This is one of the machine embroidered medallions in the outside border of The Misery Quilt. I’ve been a bit worried about these medallions since the beginning; the flower is really dense machine embroidery and the medallions are fused to the olive green background fabric and then the edges are sewn with a very small satin stitch in #100 silk thread, and when you put that many variables together, sometimes the finished product isn’t going to lay flat. I’ve been afraid all along that it might end up looking slightly bowl-like and ruffly around the edges in the end.

As an added bonus to the host of unknowns, I really hadn’t figured out how I was going to quilt the gold-ish background fabric behind the flowers either. All I could think of was echo quilting, which is very heavy, close together stitching, and not only might that heighten the chances for a bowl-like, bubbly outcome, echo quiting isn’t my strong point and there are lots of little squidgy points and dips around the edges of the flower, so I wasn’t sure echo quilting in that area was going to go well.

This morning I had an epiphany about the background quilting, and thought that these radial lines might be cool, since the area could probably use some straight quilting lines anyway. I took a wild “hey that looks about right” guess and figured that dividing up the outside edge of the oval into 3/8″ bits would look good, and it divided up evenly, believe it or not. It worked perfectly, from the marking to the last stitch, and it’s perfectly flat without a bubble or ruffle in sight. I couldn’t stop smiling while I was quilting it, because I could just tell it was going to look soooo cool!

*sigh* This is how quilting should be all the time…mmmmmm. Feeds the creative spirit, it does. :)

The Misery Quilt progresses

I’ve been positively voluble lately. Maybe it’s because I finally feel recovered from the holidays or something. Today though, I give you fewer words and the promised pictures of The Misery Quilt in all it’s in progress, pain filled glory:

Inner border quilting, side center

I’ve hit a milestone: all the quilting lines that I marked with blue washout marker in October before I basted the quilt have now been quilted. Well, except for this little bit here that I missed, and didn’t notice until after I squirted the area with water:

background quilting around Sawtooth border

I hate it when that happens! That’s an easy fix at least. Now that all the marked lines have been quilted, I can mist the whole thing with water to dissipate the blue marker a little at least, since the quilt is isn’t anywhere close to finished, and I don’t want the marker to sit there on the fabrics any longer than strictly necessary. Continue reading

Hand signals

As I sit at the machine quilting The Misery Quilt, I remember with great fondness the days years ago before my hands began sending me these hard to ignore signals that say “stop, you’re hurting me!” While I was quilting the endless stippling on Stars in My Hand, I had to cut down my daily time at the machine to about 30 minutes because that amount of time was about all I could do without pain. I said to myself and others that when the quilt was done, I’d take a break and maybe go in a different direction with my quilting, some direction that didn’t involve tiny stippling on king size quilts.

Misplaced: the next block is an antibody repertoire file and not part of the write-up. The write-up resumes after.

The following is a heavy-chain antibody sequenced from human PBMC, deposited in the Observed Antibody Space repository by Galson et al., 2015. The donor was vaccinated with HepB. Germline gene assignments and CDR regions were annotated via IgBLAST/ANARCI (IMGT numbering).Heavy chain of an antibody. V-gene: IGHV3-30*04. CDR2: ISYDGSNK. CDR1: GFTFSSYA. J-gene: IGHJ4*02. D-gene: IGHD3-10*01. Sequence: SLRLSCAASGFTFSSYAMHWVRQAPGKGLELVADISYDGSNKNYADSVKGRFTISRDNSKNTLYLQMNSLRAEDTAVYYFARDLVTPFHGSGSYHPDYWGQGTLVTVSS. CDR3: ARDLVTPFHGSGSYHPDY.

I did take a break, but the direction didn’t change much. I made Grasping Reality, which had some stippling but it was a larger size pattern, and a smaller quilt overall. I don’t remember having too many hand signals with that quilt. Since then, I’ve finished a few of the projects on the Creativity List, none of which had tiny stippling, though some were quite large. Other than that, I’ve worked on this Misery Quilt since early 2007, so I’ve definitely taken a step back in the productivity department. Unfortunately, despite taking it slow (not always intentionally, as my posts about The Misery Quilt can attest to), it seems that I’m back in the same position I was in before, with a large quilt that needs lots of detailed stitching.

Since I hadn’t planned lots of stippling on this quilt, maybe not any, I thought I would be okay. Now I’ve discovered that while tiny stippling can make my hands hurt pretty fast, other small, detailed patterns can be just as painful, especially if I’m working near the center of a large quilt, where just holding on to the quilt and keeping it in position on the machine bed takes Herculean strength sometimes. And just for the record, when I started this quilt, I didn’t know how bad my hands would turn out to be, nor how big it would end up; I made the center star in the fall of 2004 I think, and it sat until late 2006 or early 2007 when I started thinking about finishing it up again. The design just grew, and Bob’s your uncle, now here we are and the quilt and I are fighting to see who’ll break first. Continue reading